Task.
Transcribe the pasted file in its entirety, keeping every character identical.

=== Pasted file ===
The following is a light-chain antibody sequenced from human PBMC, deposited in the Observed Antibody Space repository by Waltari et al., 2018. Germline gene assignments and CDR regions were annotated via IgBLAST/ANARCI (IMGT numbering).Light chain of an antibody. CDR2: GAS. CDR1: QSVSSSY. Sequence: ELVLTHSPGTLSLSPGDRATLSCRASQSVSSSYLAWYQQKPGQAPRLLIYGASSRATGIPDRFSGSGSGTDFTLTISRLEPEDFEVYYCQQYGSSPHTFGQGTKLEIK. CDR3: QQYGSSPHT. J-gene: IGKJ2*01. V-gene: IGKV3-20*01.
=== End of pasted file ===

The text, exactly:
The following is a light-chain antibody sequenced from human PBMC, deposited in the Observed Antibody Space repository by Waltari et al., 2018. Germline gene assignments and CDR regions were annotated via IgBLAST/ANARCI (IMGT numbering).Light chain of an antibody. CDR2: GAS. CDR1: QSVSSSY. Sequence: ELVLTHSPGTLSLSPGDRATLSCRASQSVSSSYLAWYQQKPGQAPRLLIYGASSRATGIPDRFSGSGSGTDFTLTISRLEPEDFEVYYCQQYGSSPHTFGQGTKLEIK. CDR3: QQYGSSPHT. J-gene: IGKJ2*01. V-gene: IGKV3-20*01.